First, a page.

The pace was too manic now, the physical signs of panic becoming too overwhelming–the heart racing, the damp hands and tingling over the upper lip, prickling cold with sweat. The strange weakness. Now, in addition, there was a rushing noise, like that sound when you pressed a seashell to your ear.

This was no good. Much more of this and he would postpone it–that would lead to self-hatred and the depression that went with it. Already there was an echo of the lacerating feelings, the venomous self-talking–“you are useless, couldn’t even do this, coward.”

No, the panic would have to be faced, borne. Look at what other people had had to face. Look at the terrors overcome in a spirit of comradeship and bravery. That is supposed to be what bravery was, after all—feeling frightened but going ahead regardless.

Nausea rising in the throat, sweat breaking out now on the brow.

Limping across to the window. Deep breaths. Pushing the window open. Drawing in the air, which was warm but freshened by a slight breeze, and it was clean, clean air, life giving. Close the eyes, take in deep breaths. Conjure images of steel in the backbone.

Turn quickly now. Resolve coming from somewhere. Reaching for the steel of the revolver. Steel in the pocket now, steel in the backbone and…Please, steel in the mind.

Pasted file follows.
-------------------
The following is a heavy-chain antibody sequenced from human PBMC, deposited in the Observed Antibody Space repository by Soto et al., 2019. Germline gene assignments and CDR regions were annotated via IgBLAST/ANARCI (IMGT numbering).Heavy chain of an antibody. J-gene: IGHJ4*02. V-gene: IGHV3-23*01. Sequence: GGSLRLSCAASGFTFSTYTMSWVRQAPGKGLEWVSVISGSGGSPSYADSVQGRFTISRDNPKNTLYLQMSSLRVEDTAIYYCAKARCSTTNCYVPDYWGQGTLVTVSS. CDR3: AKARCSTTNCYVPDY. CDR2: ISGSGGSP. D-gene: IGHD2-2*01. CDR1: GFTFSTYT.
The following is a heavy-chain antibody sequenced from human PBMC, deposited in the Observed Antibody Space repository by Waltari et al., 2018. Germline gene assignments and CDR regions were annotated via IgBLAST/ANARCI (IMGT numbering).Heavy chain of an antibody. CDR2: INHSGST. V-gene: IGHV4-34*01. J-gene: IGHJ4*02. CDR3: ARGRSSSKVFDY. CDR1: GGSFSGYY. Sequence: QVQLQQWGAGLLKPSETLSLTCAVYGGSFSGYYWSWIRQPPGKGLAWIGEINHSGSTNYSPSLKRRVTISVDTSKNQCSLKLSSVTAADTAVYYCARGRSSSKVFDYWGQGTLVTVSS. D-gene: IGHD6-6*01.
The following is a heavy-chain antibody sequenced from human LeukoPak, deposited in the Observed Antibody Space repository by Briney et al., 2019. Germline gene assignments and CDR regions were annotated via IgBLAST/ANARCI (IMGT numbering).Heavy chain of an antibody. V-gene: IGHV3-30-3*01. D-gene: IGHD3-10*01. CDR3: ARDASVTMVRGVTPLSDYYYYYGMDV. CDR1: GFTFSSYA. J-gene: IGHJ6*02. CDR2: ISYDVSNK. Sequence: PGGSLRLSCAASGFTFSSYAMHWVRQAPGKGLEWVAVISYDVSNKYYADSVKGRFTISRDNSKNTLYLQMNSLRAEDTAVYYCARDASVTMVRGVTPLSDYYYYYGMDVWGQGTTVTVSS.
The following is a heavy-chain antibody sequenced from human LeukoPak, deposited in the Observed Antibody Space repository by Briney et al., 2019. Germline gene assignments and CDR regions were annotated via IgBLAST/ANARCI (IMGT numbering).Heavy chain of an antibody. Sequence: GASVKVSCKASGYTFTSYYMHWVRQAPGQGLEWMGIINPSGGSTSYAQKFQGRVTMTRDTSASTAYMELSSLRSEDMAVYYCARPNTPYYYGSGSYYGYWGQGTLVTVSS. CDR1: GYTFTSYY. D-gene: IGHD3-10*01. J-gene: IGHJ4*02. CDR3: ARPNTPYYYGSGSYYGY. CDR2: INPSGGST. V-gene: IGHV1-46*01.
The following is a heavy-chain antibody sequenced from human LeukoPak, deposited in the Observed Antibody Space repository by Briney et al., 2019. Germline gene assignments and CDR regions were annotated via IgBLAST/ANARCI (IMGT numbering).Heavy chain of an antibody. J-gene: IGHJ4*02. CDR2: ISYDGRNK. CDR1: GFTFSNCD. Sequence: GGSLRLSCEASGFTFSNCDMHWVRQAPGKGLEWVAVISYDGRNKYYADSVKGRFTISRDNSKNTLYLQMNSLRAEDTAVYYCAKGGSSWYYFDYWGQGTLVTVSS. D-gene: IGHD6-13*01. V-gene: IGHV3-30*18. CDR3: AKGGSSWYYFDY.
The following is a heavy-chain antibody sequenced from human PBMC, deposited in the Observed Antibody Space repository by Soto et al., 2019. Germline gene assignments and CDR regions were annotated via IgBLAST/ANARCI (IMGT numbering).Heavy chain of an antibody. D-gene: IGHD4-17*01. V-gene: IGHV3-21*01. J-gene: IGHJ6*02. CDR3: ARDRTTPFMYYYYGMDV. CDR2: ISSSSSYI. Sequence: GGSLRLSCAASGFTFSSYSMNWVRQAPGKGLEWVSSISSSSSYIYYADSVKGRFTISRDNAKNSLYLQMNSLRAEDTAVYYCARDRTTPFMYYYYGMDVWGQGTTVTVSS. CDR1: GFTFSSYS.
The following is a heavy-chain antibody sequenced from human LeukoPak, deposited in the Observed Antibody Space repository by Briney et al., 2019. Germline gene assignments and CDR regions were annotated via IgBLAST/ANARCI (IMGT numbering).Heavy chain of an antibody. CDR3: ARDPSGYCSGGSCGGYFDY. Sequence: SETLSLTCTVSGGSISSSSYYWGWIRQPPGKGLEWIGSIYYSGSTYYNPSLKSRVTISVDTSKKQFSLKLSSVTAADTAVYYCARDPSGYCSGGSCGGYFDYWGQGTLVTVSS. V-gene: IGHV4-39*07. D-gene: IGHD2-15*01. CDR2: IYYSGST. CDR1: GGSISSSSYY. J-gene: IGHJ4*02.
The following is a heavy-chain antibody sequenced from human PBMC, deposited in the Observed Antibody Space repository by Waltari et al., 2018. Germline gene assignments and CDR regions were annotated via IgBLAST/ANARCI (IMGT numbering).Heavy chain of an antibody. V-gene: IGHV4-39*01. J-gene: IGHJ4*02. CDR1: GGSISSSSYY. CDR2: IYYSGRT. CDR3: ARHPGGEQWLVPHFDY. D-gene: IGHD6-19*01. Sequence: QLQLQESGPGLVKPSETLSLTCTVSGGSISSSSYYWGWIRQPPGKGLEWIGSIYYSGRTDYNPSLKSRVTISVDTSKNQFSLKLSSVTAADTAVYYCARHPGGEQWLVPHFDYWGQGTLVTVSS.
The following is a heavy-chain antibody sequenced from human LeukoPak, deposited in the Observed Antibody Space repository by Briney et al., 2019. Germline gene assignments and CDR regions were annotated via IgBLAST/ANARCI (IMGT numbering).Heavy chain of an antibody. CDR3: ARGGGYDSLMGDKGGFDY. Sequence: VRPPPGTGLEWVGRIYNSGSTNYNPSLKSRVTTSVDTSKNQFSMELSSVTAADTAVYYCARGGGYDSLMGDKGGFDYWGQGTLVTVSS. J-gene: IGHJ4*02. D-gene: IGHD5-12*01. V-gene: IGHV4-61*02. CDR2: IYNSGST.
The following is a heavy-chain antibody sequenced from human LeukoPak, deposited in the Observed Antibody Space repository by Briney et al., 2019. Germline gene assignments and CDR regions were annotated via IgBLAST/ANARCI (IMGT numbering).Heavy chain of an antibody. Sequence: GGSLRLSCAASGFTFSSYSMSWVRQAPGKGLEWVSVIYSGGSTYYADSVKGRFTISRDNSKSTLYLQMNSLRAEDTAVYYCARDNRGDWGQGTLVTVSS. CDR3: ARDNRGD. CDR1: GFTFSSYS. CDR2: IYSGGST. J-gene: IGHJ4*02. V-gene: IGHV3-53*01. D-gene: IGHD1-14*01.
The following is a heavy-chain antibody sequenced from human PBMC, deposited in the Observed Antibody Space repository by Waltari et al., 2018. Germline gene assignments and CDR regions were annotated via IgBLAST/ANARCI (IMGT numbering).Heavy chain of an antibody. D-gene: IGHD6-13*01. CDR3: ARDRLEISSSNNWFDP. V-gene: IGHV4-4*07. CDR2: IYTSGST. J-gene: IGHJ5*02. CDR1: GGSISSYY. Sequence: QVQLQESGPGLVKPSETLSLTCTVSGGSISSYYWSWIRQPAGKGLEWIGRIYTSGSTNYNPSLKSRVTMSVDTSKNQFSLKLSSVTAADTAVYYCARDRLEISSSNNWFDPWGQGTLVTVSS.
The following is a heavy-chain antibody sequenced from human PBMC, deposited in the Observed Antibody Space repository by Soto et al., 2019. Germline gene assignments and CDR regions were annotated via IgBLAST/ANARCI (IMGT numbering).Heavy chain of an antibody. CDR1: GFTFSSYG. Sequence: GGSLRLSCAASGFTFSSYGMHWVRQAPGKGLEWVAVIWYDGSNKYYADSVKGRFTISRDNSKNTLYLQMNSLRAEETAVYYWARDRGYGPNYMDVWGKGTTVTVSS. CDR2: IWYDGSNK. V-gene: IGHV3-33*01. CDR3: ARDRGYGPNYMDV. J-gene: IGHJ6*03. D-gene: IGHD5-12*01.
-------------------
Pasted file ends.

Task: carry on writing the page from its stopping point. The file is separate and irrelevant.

• • •

Noreen is Irish and now lives in the Staffordshire Moorlands with her husband, a dairy farmer. She works part-time as a mentor at Staffordshire University and the rest of her time is spent writing. Many of her articles and short stories have been published and she has co-written a non-fiction book.

She loves crime fiction, particularly that of the “golden age” and that is what she wants to recreate with Edith Horton’s world.

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Wednesday, 15 July 2015

Available Now: Living the Dream by Celia J Anderson

Celia J Anderson

ISBN: 9781310701337

Length: Novel
Genre: Contemporary Romance
Price: $4.99

Buy Here: Tirgearr Publishing

When dreams and reality crash and mingle, escape can be the hardest challenge of all.

Longing to get away from her troubled marriage, the opportunity to cross America by train seems like a dream come true for Vita Craythorne. But charismatic travel agent Moriarty Miles has other ideas; by replacing their mutual friend Jack on the trip, Vita has unwittingly set herself up as a guinea pig for Moriarty's mind-blowing and potentially dangerous virtual-travelling project. His plan is to give clients the holiday of a lifetime without ever having to leave the comfort of their own homes. It's exciting. It’s time-saving. It's innovative. Maybe this trip is just what Vita needs? That is, if she can avoid becoming trapped inside her own, miraculous dream world.